It's very easy to see the entire RSAs. Google NH RSA 33:3.
But no proposal by the commissioners for these purposes came up during the lengthy operating budget deliberations from December 2013 through March 2014. (according to newspaper reports, the ideas in the June 2014 bond request were already established in late 2013).
It is disappointing that the commissioners would propose something without reading the relevant law that authorizes bonding. It is disappointing that seven representatives, including two lawyers, would vote for it in spite of having the law read to them just prior to the vote.
NH Representative, District 3
Last Updated on Tuesday, 01 July 2014 09:59
To The Daily Sun,
We are happy to announce our new spring clothing line for the entire family. We are located just two doors north of Franklin City Hall at 332 Central St.
We are a nonprofit ecumenical organization with a 501(c)3 status. This store has been in operation for the past 14 years. Our mission is to serve the needs of the Twin Rivers communities with clothing and household needs at a minimal cost to our customers.
Through the generosity of our donor's invaluable contributions of clothing, household items and the many hours given by our 17 volunteers, we are able to provide more affordable clothing and essentials. Besides providing material goods there is an atmosphere of friendliness and respect to all who enter the store. In the past we have been able to give back to the communities monetarily as sales flourished.
The store hours are Wednesdays through Fridays from 10 a.m. - 4 p.m. and Saturdays from 10a.m.-1 p.m. We can be reached by Phone at 603-934-2423. Please help us to continue this valuable ministry.
Thrift Clothes Closet Volunteers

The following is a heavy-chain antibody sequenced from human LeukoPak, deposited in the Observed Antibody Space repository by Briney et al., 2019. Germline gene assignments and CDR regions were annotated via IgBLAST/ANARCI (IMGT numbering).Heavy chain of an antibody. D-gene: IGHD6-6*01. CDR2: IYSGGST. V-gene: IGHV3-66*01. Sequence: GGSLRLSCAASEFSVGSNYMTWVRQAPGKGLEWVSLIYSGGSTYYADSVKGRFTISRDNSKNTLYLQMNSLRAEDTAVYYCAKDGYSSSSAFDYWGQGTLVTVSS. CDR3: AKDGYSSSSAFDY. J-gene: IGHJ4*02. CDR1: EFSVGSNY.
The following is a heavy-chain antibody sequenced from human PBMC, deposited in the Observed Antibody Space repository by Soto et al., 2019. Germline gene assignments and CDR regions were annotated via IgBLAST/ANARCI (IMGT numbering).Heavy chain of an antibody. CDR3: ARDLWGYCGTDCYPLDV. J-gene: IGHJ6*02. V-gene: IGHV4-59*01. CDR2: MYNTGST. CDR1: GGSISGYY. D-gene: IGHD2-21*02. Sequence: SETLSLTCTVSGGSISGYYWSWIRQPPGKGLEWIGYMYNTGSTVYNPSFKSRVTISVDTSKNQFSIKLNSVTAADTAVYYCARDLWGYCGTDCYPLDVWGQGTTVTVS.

Last Updated on Monday, 30 June 2014 10:22
To The Daily Sun,
I'm running for County Commissioner against Dave Devoy. Although commissioners do a lot more than manage the jail, that issue makes your choice a stark one.
Mr. Devoy wants to wants to spend our money to renovate a jail that from a structural, programmatic and security perspective should be replaced. He wants to release more prisoners on electronic monitoring than our jail superintendent thinks is safe, and he wants to house female inmates in the commissioners' conference room.
I agree with those who think we should build the most cost-effective new facility that will do the job and have the lowest possible effect on our tax rate.
My wife and I have lived in Laconia with our four kids for the past 10 years. For nine of those years I've been teaching at Lakes Region Community College where, among other things, I also participate in the strategic planning process and have been elected president of the Faculty Senate. In addition, I spent a year at Laconia High School teaching math and English. I coach youth lacrosse and I referee high school soccer and lacrosse. I like to read and garden and ride my bike and I'm an avid basketball player who appreciates the new floor in the Community Center.